A Climate Dialogue to Remember: South Asia and the 2023 Monsoons
A Dialogue of Civilizations course led by CEE Professor Auroop Ganguly traveled to India during the summer of 2023 to study climate science and engineering, adaptation and policy, data science and artificial intelligence, and cultural immersion.
The Northeastern University (NU) “Dialogue of Civilizations” (DOC) is a faculty-led, month-long, study-abroad program managed by the NU Global Experience Office (GEO). I have been leading an Honors Dialogue on Climate Change in Emerging Economies, where one four-credit course (Climate Hazards and Resilient Cities Abroad) focuses on climate science and engineering and the other on adaptation and policy (Climate Adaptation and Policy Abroad). Data science and Artificial Intelligence, as well as cultural immersion and understanding, are deeply embedded within the program. We went boldly into the South Asian monsoon from July to August of 2023, covering Kathmandu, the capital of Nepal, and in India, Leh in Ladakh, Delhi and Agra in and around the National Capital Region, and Kovalam in Kerala. While our Climate Dialogue has attracted students from all colleges at Northeastern since its inception in 2014, this year, the fourteen students were drawn from the Colleges of Engineering, Computer Science (Khoury), Science, Health (Bouve), and Social Science. Our 2023 Climate Dialogue program enabled the following NU Path attributes: ND (Engaging with the Natural and Designed World), AD (Analyzing and Using Data), and IC (Interpreting Culture). Our previous Climate Dialogue programs were in India during 2014, 2015, and 2016, Indonesia and Singapore during 2017, Brazil and Peru in 2018, Nepal and India in 2019, Virtual in 2020, and Tanzania in 2022. The Climate Dialogues from 2014 to 2020 were described in a YouTube video created for NU Alum and the individual links are available from the Fun Page of the SDS Lab. The 2022 Climate Dialogue to Tanzania is described here. The Poster for the 2023 Dialogue to Nepal and India, shown in Fig 1, was shared with the students prior to the start of the program. Our month-long travel, from the high mountains and valleys of Nepal and Ladakh to the riverine plains of Delhi and Agra and coastal backwaters of Kerala, perhaps made our NU Huskies resilient to the vagaries of climate. The group is pictured in Kovalam, Kerala with martial arts (Kalaripayattu) performers and in front of the Taj Mahal (which the poet Rabindranath Tagore called “a drop of tear on the cheek of Time”) in Fig 2 (main photo).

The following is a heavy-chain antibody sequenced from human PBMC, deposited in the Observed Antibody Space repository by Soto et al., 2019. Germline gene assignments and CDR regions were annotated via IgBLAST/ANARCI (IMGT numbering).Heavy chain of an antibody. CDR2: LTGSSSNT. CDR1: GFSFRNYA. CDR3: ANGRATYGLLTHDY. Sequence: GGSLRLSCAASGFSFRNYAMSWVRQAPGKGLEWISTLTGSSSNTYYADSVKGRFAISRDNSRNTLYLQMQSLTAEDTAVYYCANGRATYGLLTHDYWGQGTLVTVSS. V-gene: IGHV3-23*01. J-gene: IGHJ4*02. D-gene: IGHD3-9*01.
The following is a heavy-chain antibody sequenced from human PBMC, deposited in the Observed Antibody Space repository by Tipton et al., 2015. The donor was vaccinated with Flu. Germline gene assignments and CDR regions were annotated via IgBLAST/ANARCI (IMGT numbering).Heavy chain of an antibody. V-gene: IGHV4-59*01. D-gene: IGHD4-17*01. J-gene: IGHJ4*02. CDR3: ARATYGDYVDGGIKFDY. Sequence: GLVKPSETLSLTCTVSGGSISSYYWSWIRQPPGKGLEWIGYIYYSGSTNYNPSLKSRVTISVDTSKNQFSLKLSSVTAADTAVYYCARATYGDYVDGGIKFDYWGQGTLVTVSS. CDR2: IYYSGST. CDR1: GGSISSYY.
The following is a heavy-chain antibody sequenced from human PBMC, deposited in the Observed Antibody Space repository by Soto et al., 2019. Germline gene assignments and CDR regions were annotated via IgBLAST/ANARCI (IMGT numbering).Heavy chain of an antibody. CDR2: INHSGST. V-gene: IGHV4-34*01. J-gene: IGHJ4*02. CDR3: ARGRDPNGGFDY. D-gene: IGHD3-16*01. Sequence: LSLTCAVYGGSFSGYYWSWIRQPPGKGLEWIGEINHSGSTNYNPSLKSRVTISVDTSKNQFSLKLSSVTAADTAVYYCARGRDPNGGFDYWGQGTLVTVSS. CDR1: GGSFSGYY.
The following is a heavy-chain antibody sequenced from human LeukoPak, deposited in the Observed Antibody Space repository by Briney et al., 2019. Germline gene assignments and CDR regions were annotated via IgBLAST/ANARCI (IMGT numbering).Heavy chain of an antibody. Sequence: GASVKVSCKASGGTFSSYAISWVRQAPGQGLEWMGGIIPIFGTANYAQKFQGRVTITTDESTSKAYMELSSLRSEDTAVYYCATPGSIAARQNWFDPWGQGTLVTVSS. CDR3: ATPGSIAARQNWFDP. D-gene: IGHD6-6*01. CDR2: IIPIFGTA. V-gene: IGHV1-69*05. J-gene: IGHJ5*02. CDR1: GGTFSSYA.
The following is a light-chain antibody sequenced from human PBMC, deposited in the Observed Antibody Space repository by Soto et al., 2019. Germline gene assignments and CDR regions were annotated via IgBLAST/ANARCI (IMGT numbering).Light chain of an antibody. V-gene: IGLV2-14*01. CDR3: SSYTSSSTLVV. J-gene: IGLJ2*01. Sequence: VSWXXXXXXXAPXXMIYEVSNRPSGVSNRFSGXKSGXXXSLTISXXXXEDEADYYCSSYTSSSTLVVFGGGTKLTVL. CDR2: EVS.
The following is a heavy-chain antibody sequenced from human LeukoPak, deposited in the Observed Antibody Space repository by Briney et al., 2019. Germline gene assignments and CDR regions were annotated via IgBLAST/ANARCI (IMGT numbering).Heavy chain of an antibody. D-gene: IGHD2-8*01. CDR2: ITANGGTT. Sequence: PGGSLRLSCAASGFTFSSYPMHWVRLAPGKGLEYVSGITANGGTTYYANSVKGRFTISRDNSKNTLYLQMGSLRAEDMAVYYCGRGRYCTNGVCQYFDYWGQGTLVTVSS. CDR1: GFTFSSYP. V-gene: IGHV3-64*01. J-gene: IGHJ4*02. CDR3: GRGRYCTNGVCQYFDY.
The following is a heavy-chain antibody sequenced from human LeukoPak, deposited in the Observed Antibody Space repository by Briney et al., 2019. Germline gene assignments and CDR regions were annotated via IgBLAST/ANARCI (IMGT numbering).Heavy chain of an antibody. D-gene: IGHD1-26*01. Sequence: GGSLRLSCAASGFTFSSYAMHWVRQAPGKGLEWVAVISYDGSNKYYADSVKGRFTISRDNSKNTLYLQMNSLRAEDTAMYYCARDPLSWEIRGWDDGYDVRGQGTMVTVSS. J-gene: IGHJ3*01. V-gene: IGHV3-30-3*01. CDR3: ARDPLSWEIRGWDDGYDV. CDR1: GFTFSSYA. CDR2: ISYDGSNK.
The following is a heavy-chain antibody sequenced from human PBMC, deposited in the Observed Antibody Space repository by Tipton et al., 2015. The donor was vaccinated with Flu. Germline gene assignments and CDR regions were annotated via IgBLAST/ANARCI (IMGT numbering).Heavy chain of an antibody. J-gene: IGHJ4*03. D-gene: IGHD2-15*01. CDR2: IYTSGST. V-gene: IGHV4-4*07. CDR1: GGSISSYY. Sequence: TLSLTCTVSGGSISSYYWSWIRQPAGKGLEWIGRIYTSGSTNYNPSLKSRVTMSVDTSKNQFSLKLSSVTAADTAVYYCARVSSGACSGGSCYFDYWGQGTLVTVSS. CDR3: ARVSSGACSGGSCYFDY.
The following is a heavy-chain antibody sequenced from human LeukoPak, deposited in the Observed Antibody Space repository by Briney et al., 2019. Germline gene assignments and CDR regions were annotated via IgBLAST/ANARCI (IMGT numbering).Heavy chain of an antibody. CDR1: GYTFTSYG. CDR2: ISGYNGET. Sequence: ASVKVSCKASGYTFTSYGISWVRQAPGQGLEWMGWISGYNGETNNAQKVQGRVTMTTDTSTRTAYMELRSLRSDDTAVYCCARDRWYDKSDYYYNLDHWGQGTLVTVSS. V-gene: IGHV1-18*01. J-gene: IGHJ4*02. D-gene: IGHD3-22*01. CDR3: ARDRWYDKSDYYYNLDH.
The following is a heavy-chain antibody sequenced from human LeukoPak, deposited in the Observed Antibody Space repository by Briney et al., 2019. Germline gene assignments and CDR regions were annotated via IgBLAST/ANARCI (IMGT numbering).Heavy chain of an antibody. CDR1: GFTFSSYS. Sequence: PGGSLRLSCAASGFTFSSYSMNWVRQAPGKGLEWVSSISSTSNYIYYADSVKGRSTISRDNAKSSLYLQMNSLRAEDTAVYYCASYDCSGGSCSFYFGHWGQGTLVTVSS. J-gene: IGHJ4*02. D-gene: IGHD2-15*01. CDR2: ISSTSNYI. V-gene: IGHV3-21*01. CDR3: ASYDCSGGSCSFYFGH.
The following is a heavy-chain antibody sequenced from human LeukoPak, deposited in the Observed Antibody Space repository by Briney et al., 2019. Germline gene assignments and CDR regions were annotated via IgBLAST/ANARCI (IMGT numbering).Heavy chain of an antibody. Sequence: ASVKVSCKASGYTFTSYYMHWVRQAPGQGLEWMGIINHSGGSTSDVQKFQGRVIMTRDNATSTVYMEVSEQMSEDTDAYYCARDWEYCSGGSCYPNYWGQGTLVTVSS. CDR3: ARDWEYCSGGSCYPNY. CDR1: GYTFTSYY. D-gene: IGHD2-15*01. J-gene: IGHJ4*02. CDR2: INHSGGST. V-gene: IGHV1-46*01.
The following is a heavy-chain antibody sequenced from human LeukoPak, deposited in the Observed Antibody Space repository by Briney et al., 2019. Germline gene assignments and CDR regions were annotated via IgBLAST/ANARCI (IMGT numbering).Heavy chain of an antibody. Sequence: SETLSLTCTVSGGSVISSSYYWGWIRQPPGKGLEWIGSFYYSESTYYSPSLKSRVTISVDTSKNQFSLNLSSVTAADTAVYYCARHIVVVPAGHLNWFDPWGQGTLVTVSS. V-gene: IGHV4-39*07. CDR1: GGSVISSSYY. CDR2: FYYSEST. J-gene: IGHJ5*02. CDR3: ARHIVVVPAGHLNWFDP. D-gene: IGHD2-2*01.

South Asia, or the land comprising present-day Afghanistan, Bangladesh, Bhutan, India, Maldives, Nepal, Pakistan, and Sri Lanka, has been and remains a land of contradictions in the Western imagination. The Greek ambassador Megasthenes (circa 350 BCE), in his book Indica, describes India as a land of plenty with laws prescribed by philosophers. Certain historians believe that Alexander’s army retreated and revolted because they were too afraid to face the combined might of the empires based in Pataliputra (present day Bihar) and Gangaridai (present day West Bengal in India and Bangladesh). The Romans traded with India: silk and pepper went to Rome while wine and glassware came to India. Christopher Columbus set out in 1492 to discover a new sea route to what was then the famed land of India but only managed to “discover” America instead. The English poet Andrew Marvell (1621–1678), in his poem “To His Coy Mistress”, wrote the following immortal lines: “Thou by the Indian Ganges’ side, Shouldst rubies find; I by the tide. Of Humber would complain.” The French philosopher Voltaire (1694–1778) wrote: “I am convinced that everything comes to us from the banks of the Ganges”, and “it is not up to us, who were but savage barbarians when these peoples were sophisticated and learned, to challenge them with their antiquity”. The word mogul originated from the fabled riches of the Moghul Empire based in Delhi and Agra of North India. However, perceptions changed in modern times. Sir Winston Churchill, that great hero of the West, is reported to have said that Indians are “a beastly people with a beastly religion” and is directly blamed for causing the manmade Bengal Famine of 1943 which caused deaths and misery at an unprecedented scale. Not to be outdone, former American President Richard Nixon was caught on record saying that “undoubtedly the most unattractive women in the world are the Indian women”, while his national security adviser Henry Kissinger, who was rewarded with the Nobel Peace Prize, mentioned (possibly to flatter his boss) that Indians “are masters at subtle flattery … that’s how they survived 600 years”. Beyond words, the then American leadership has been blamed for the 1971 genocide in Bangladesh. Fast forward to the 2020s, and in a rare bipartisan show of unity, the current American President Joe Biden is purported to have said that India is the most important country to him while the former American President Donald Trump indicated, “we are very, very proud of India”. Clearly, the timing for a Dialogue to South Asia from a US university could not have been more opportune.